Atlanta-based RPC Inc., which provides specialized oilfield services and equipment to customers working in the Lower 48 and Gulf of Mexico, has adjusted its operating strategy to compete in a “difficult environment,” CEO Richard A. Hubbell said Wednesday.
Revenue in the third quarter plummeted 33% from a year ago because of lower activity levels by exploration and production (E&P) customers, as well as a decline in pricing across most service lines. In reaction, the workforce has been cut and facilities have been shuttered.
“During the third quarter we began closing several pressure pumping-related facilities, retiring older pressure pumping equipment, and reducing the number of staffed fleets and operational and administrative employee headcount,” Hubbell said.
“The locations we are closing have inadequate utilization of equipment and crews. The older pressure pumping equipment is being retired because it no longer effectively meets the industry’s current market requirements, needs more maintenance, and is not expected to generate adequate returns in the future. As a result of these steps, RPC will be better positioned to compete in a difficult market environment.”
The cutbacks led to a one-time impairment and other charges of $71.7 million, mostly in the Technical Services segment.
Hubbell’s comments lined up with those by Halliburton Co. and Schlumberger Ltd., which each warned in their 3Q2019 reports that E&Ps are reducing activity levels in the second half of the year.
“The average U.S. domestic rig count during the third quarter of 2019 was 920, a 12.5% decrease compared to the same period in 2018, and a 7.0% decrease compared to the second quarter of 2019,” Hubbell said.
Meanwhile, oil prices averaged $56.39/bbl, off 19.1% from a year ago and down 5.8% sequentially, while the average natural gas price fell 18.8% year/year to $2.38/Mcf and declined 7.4% sequentially.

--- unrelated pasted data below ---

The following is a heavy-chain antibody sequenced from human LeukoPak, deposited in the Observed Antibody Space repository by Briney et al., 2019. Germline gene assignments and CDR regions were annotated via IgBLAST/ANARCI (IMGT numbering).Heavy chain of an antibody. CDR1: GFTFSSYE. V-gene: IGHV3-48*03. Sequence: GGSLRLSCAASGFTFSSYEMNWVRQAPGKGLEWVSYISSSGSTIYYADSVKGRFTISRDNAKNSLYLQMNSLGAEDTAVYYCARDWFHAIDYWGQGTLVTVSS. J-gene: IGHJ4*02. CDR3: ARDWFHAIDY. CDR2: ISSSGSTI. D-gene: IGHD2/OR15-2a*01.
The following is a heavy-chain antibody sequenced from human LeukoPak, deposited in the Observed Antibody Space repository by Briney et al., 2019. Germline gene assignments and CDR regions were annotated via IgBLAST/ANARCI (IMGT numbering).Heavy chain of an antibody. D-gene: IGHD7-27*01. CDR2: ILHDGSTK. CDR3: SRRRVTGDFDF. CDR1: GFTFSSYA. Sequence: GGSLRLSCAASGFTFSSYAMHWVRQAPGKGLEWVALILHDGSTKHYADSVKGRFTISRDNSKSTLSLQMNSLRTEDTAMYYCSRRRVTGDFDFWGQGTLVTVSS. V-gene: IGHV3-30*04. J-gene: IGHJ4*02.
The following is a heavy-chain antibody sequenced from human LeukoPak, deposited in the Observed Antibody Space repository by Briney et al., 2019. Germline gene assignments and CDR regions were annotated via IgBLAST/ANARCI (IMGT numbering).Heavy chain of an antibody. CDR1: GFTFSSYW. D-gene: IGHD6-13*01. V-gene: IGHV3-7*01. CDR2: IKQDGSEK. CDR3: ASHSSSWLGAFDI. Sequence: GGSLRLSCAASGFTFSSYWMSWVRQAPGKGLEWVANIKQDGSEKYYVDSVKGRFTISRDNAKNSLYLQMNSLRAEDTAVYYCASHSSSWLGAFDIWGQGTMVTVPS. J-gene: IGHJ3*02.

“Our significant sequential revenue declines were driven by pronounced weakness in pressure pumping and coiled tubing,” Hubbell said. “Although many service companies are idling fleets, the pressure pumping industry continues to be oversupplied.”
In RPC’s second quarter commentary, the CEO noted, “we stated there were indications customer activities would decline during the third quarter. Because these declines did occur and are expected to continue in the near term, we are adjusting our operating strategy to compete in this difficult market.”
Capital expenditures were $77 million in 3Q2019, and RPC finished the quarter with $49.5 million in cash, slightly higher than in 2Q2019. The company also remains debt free, Hubbell said.
Net quarterly losses totaled $69.18 million (minus 33 cents/share), reversing year-ago profits of $49.97 million (43 cents) and sharply lower from 2Q2019 earnings of $6.17 million (3 cents).
Revenue declined year/year to $293.24 million from $439.99 million. Operating losses were $492.60 million, compared with year-ago profits of $54.60 million.
Cost of revenues in 3Q2019 was $225.2 million, or 76.8% of revenue, compared with $300.9 million, or 68.4%, a year ago.
“Cost of revenues decreased, consistent with lower activity levels, due to lower materials and supplies expenses, employment costs and other expenses that vary with activity levels,” management noted. “Cost of revenues as a percentage of revenues increased due to lower activity levels, increasingly competitive pricing for our services, and labor cost inefficiencies.”
Selling, general and administrative expenses were $42.6 million in the latest period, versus $41.8 million in 3Q2018. As a percentage of revenues, expenses increased year/year to 14.5% from 9.5%.
Technical Services, which provide completion, production and maintenance services, saw revenues decrease by 34.8% year/year and by 18.8% sequentially. Revenue in the Support Services segment, which provides equipment, was unchanged year/year but fell by 8.4% from 2Q2019.
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